3.  Please understand that for most people, their blog is a labour of love. They are either working full-time in another job, juggling a business, have kids … or all of the above.  We are independent publishers and not paid a wage to write.  This does not mean we do not care about what you are pitching but we may not share the same fever-pitch levels of excitement in the product you are trying to promote.

4.  Bloggers are connected with their readers – and in my case that’s grown to quite a large readership (100,000 page views in the previous month).  The reason readers connect with bloggers is that bloggers ARE more accessible than journalists (I know this because I was a journalist).  The answer comments.  They Tweet and Facebook with their readers.  Their readers trust that the blogger has actually tried the product he or she has reviewed.  So if you pitch me a new beauty product but tell me there are not any samples available for trial, I’m sorry, your product will not get a run.  I can’t lose that reader trust.

5.  Bloggers and their readers love giveaways. It’s a win-win for PRs, brands and bloggers.  But please, please, don’t offer me a $20 prize and expect a “featured” blog post exclusively about that prize.  Our online space is valuable.  Please value it too.   If you do offer us a giveaway, please talk to us about who else you are offering it too.   It’s not that we necessarily want an exclusive, it’s just that as bloggers we can work together to make sure the competitions are not all running at the same time.  Which, when you think about it, offers more value for you and your client too.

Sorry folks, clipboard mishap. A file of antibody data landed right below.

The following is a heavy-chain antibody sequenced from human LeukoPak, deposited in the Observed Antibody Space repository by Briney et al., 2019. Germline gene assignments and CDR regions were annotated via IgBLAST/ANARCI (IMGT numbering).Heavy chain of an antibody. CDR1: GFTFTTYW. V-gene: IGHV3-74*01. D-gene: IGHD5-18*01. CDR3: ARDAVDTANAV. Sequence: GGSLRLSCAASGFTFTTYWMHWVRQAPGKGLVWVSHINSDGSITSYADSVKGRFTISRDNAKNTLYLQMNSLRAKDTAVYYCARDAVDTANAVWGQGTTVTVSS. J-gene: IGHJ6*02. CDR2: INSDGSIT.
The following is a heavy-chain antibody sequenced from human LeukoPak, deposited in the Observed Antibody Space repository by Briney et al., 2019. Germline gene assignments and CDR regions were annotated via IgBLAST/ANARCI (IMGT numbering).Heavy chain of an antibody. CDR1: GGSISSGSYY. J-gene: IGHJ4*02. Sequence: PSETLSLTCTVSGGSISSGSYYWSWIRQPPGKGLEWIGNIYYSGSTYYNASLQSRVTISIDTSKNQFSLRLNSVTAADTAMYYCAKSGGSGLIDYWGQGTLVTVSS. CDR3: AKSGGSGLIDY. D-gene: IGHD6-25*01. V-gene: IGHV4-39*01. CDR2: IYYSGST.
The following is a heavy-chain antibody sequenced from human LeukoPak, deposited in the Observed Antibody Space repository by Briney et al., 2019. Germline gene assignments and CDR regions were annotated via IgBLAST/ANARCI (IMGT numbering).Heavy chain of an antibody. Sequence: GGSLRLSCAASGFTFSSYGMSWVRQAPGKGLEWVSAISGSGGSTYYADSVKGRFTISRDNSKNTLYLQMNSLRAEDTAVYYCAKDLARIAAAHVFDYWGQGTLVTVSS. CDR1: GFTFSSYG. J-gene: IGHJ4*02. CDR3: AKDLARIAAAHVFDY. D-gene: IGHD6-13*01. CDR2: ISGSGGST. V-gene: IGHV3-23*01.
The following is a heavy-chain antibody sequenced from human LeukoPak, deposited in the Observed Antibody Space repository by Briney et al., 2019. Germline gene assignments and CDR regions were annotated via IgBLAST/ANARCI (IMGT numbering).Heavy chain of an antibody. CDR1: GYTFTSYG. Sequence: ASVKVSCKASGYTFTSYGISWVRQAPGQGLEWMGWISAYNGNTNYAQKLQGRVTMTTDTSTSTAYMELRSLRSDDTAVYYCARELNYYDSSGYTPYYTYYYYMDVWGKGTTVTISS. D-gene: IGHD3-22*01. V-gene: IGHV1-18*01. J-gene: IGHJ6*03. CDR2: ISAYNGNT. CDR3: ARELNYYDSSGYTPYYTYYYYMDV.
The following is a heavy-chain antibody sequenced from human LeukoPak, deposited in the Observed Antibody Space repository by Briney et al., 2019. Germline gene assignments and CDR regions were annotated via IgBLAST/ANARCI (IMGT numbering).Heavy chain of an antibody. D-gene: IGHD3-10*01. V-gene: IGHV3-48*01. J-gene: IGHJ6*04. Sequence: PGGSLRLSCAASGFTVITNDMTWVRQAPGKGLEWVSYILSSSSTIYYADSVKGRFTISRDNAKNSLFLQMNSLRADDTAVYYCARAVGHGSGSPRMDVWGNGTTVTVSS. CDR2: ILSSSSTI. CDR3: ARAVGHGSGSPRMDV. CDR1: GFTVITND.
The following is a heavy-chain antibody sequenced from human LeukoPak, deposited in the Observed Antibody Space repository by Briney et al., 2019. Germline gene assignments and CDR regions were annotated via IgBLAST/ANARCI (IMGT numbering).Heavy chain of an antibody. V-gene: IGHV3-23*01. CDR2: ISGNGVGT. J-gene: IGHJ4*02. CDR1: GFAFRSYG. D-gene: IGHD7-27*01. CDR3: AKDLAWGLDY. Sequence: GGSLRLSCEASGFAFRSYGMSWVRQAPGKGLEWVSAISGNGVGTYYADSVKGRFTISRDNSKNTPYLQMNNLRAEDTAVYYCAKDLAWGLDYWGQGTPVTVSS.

6.  Consider whether your pitch will add value to the blog you are pitching too. Yes, I know if we run something on our blog it will add value for your client but if the pitch is for me to blog about a company who is currently running a competition of their own – on their own website or Facebook, there is honestly nothing of value in that for me – and little for my readers.  This is more of an advertorial and should be pitched as a paid sponsored post (the equivalent of an advertorial or promotion in print media).